I am getting more and more emails from non U.S. readers warning me that the stature of the United States in their country is dissipating like a morning fog. It is a diminishment with profound geopolitical implications. Here is the data.
After Donald Trump’s election, U.S. allies and adversaries scrambled to evaluate whether his unorthodox rhetoric foreshadowed substantive shifts in U.S. foreign policy. The “America First” agenda raised questions about his administration’s willingness to defend and promote the liberal world order that the U.S. had instrumentally shaped since 1945.
Reflecting this uncertainty, the median approval rating of U.S. leadership fell from 48% in 2016 to a record-low 30% in 2017. To understand where the sharpest declines occurred, we examined salient country-level attributes often associated with key U.S. strategic partners. The most significant declines in U.S. leadership approval occurred in freer nations connected to the U.S. through a dense network of political and economic ties.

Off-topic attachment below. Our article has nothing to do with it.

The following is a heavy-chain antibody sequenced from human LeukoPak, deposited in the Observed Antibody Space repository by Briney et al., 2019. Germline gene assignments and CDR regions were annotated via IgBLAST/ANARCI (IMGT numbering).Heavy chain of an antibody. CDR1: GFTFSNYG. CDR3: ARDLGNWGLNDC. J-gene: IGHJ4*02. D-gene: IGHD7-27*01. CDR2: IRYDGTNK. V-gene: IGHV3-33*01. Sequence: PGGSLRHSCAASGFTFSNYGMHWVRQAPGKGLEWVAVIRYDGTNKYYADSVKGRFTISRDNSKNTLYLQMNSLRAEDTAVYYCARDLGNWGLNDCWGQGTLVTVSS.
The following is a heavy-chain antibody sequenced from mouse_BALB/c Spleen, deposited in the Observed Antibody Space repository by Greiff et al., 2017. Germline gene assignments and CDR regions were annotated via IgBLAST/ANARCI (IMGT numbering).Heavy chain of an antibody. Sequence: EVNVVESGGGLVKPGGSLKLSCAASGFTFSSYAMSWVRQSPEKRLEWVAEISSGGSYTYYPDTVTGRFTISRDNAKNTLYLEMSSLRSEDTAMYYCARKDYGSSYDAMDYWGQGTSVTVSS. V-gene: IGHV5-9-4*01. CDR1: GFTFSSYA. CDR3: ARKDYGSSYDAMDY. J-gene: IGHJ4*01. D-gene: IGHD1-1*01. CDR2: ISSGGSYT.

Fraying the Ties That Bind
Residents of allied nations (those that have formal alliances with the U.S.) are less likely to approve of U.S. leadership under Trump than are those in non-allied nations (36.8% and 48.1%, respectively). The opposite was true in 2016, when 63.5% of residents from allied nations approved of U.S. leadership, compared with 53.9% from non-allied countries.
This drop suggests Trump’s transactional style and rhetoric — for example, expressing skepticism about the U.S. commitment to NATO to encourage greater alliance burden-sharing — may affect …